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FR - Sea to Summit eVent Dry Sack - Richard Lyon

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  • richardglyon
    Jamie - Here s my Field Report section. Full report is in the Tests folder at http://tinyurl.com/3h9ldjy Cheers, Richard FIELD REPORT September 3, 2011 FIELD
    Message 1 of 1 , Sep 3, 2011
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      Jamie -

      Here's my Field Report section. Full report is in the Tests folder at http://tinyurl.com/3h9ldjy

      Cheers, Richard


      September 3, 2011


      The Sea to Summit event Dry Sack has accompanied me on two backpacking trips: a five-day service trip in the Mid Creek drainage of the Bob Marshall Wilderness Area in northwest Montana in late June, and a four-day llama-supported hike in the Upper Gallatin River Valley in the Montana section of Yellowstone National Park in late August.

      On the service trip we had warm working weather – daytime highs about 85 F (29 C) and bright sunlight, with no precipitation. On the eleven-mile (18 km) hike to our campsite I carried the stuffed Dry Sack in my pack. Its contents were my Nunatak Arc Ghost sleeping quilt, MontBell EX Light down jacket, and three extra pairs of socks. (The first two items are separately reviewed on this site, so you may check dimensions.) This load did not fill the Dry Sack to capacity; after making use of the stuffing feature I had a bag about 14 inches (35 cm) long.

      In Yellowstone I brought a different quilt and sweater – my oversized Nunatak Back Country Blanket and Skaha down sweater. (Again, you may check my separate reviews for these products' dimensions.) After adding a watch cap the Dry Sack was almost full. From the photo at left, you can see that when Sea to Summit Dry Sack and Tentstuffed to capacity this size Dry Sack is slightly shorter but wider than a packed-up solo tent. We met with typical late summer Montana weather – highs about 90 F (32 C), down to 40 F (5 C) at night, and mostly sunny with a brief thunderstorm every afternoon. The Dry Sack went to and from our camp in a pannier on a llama.


      Capacity is just right. Not only does the Dry Sack provide waterproof protection for the two down items I regularly camp with, even when full (as in Yellowstone) it fits across the bottom of my regular weekend pack and the larger (85 L/5200 ci) pack I use for my service trips. I'm used to packing my sleeping bag at the pack's bottom, a vestige of my expedition days when my pack had a separate sleeping bag compartment at the bottom, and general good sense – it's nice to have a firm but not rock-solid or sharp-cornered item pressing against the small of my back.

      The Dry Sack is easy to use. It works in the same manner as any other compression sack, with the top placed over the dry bag closure and then cinched down with the straps that are threaded through buckles. So far I've had no sticky or loose straps and (rather unusual for me) no strap becoming twisted inside the buckle and not allowing full compression.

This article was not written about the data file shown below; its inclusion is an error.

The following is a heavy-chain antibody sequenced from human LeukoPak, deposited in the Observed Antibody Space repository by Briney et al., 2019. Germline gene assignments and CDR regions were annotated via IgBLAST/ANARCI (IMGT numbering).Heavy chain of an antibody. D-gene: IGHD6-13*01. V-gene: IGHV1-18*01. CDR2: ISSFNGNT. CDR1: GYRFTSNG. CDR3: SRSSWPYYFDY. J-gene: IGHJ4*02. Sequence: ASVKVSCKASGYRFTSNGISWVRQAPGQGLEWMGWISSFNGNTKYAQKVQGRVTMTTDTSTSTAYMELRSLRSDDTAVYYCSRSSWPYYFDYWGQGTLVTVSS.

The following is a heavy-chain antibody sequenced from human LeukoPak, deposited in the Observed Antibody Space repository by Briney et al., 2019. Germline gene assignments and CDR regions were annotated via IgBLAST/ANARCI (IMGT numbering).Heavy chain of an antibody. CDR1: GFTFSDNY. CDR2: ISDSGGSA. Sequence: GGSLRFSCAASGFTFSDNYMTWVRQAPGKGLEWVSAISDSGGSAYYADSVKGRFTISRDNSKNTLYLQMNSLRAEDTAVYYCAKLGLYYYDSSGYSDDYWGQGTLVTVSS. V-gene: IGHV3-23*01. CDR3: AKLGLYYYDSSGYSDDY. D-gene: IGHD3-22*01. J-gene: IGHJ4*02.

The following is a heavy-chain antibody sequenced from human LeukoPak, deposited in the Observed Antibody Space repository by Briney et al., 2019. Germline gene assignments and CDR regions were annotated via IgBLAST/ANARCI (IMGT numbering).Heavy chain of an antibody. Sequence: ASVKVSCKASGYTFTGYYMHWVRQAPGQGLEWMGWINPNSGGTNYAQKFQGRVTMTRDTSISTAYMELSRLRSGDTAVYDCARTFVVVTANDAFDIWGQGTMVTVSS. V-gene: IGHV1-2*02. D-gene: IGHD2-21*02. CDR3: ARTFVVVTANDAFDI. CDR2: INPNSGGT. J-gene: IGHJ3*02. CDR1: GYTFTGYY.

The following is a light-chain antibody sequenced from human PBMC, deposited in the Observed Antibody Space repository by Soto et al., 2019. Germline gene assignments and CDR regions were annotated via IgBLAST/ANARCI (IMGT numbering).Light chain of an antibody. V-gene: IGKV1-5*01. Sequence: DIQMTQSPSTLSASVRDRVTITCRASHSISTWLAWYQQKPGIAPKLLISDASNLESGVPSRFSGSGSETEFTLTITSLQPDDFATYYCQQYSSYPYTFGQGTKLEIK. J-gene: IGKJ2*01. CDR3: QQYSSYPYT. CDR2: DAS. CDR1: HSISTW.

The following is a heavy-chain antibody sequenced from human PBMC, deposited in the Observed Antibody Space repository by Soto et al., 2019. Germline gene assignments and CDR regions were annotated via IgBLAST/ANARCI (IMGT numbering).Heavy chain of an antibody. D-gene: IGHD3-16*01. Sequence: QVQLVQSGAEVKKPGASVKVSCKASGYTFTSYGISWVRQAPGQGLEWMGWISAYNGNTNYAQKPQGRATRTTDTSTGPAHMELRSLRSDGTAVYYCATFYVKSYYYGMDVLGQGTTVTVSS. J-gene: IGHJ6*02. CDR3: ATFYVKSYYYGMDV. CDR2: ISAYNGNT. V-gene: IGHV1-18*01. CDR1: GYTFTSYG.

What about waterproofing? I'm sorry to say that I haven't been able to test this signature feature, as I've met with no rain on my hikes, and once in camp the Dry Sack stayed inside my tent. La Niña-generated rains swamped the Northern Rockies with one of the heaviest snowpacks and wettest springs ever recorded. On the Bob Marshall hike the South Fork of the Flathead in June was the highest I've ever seen it, and even in late July none of the rivers near Bozeman, Montana, which I visited for two weeks, was safe for packrafting. The Gallatin River in Yellowstone near our campsite is little more than a slow-moving creek meandering through meadows, not big enough for watercraft. I'm hoping the autumn will bring some better river conditions.

      The Dry Sack has held up well and looks almost as good as new, though it picked up one smudge on the Yellowstone trip. But then it's either been inside a dry pack or a dry tent almost all the time. The one exception was on its way out of the Bob Marshall Wilderness. I had to leave the service trip a few days early to attend a wedding, and the Forest Service volunteered to pack my sleeping bag out for me. Unfortunately the horse on whose back the Dry Sack was stowed met with an accident, and the contents of its panniers were strewn across a hillside for several days until the Forest Service kindly retrieved it. So maybe my Dry Sack felt the rain after all.

      The Dry Sack, like many stuff sacks, often serves as my backcountry pillow. I'll fill it with clothing, tighten things up, and place it at the head of my sleeping bag.


      It works as it should.

      A good size for me – fits my pack and my sleeping bag and down sweater fit inside.

      Easy and intuitive to use.


      Haven't found anything yet.


      My Field Report ends here. I hope you'll check back in mid-November for my Long Term Report. Thanks to Sea to Summit and BackpackGearTest.org for this testing opportunity.
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